As the sun began to set, it was then time to take, using McKenna’s terminology, a heroic dose. That means five grams of dried mushrooms and upwards, basically enough to pin you to the floor and take you to another dimension. I found that pushing past seven grams would make me feel a little overwhelmed, losing total awareness of my physical self and experiencing nothing but intense love and light. Although beautiful to experience the complete separation of body and consciousness, I found that it wasn’t as productive to work with. Once I had discovered my ceiling I was able to play with amounts until I could manage the experience better and get the most out of it. Although it’s an organic substance and can still be powerful in small doses, the price of my ticket was usually about five grams dried. With three grams I could be quite functional and have a conversation with someone or go out hiking, but a heroic dose is designed to push the boundaries and take you as deep as possible. That meant it was important to feel secure in my environment: hence the routine to make everything as safe and comfortable as possible. It is hard to say I am in complete control of what is happening, but certainly it always feels manageable and safe, and I always came out the other side feeling like a new, improved version of myself. It re-established my connection to the Earth, allowing me to identify with it as a living entity of which I am a part instead of an inanimate rock where we live very separate, disconnected lives. I guess it is a controlled chaos and I have the option whether to step in or out and can choose whether to turn the volume up or down on the experience. Five grams is just about perfect for what I needed. It rockets me out of my physical being for a few hours but there is a sense of familiarity with where I find myself almost every time I enter a psychedelic space. The effects are similar to those caused by dimethyltryptamine; I once heard the state of being that DMT induces being described as the waiting room between death and rebirth. To this day I haven’t heard a verbal articulation of the experience that makes as much sense. Even from the first journey into that space, it felt like I had been there many times before and I always felt very nurtured and safe. So safe that I was usually a little disappointed when I could feel the medicine delivering me back into my body and the MushRoom.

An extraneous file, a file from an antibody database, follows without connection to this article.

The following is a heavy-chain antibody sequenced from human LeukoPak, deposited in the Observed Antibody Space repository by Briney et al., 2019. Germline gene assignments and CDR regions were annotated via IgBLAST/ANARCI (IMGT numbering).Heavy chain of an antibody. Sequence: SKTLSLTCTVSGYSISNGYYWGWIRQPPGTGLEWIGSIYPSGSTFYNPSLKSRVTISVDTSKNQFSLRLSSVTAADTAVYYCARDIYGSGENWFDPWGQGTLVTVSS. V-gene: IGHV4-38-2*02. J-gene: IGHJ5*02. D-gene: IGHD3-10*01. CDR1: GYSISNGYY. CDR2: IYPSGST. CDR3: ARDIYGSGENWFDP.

With the mushrooms digested, I keep meditating until I feel it coming on and then I lie down and will be gone for four or five hours. When the psilocybin begins to wear off, I eat my snacks and drink my water and grab my sketchbook and notepad. There’d be times in Vegas when I would wake up the next day to find the house covered in notes and drawings scattered on the floor and taped to walls. In Nevada I’d also go into my backyard and stare at the sky. It is much easier to connect with the natural environment around you in Vegas, it is inescapable really. In the UK I still enjoy spending time in nature but it is generally overcast and feels sort of enclosed. That serves to shrink our perspective on the universe and can make us a little ignorant of the vastness of everything. But on the edge of Vegas where I lived, I could see all the way across the valley to the distant mountains defining the horizon and the invariably clear sky ensured the stars shone spectacularly. Everywhere in the UK is cultivated and controlled in some way, but much of Nevada is still untouched and fairly barren wilderness. In an environment like that it is easier to build a relationship with the Earth. I know that sounds a little hippyish, but it’s true. It granted me much-needed perspective on my life and my place in the world.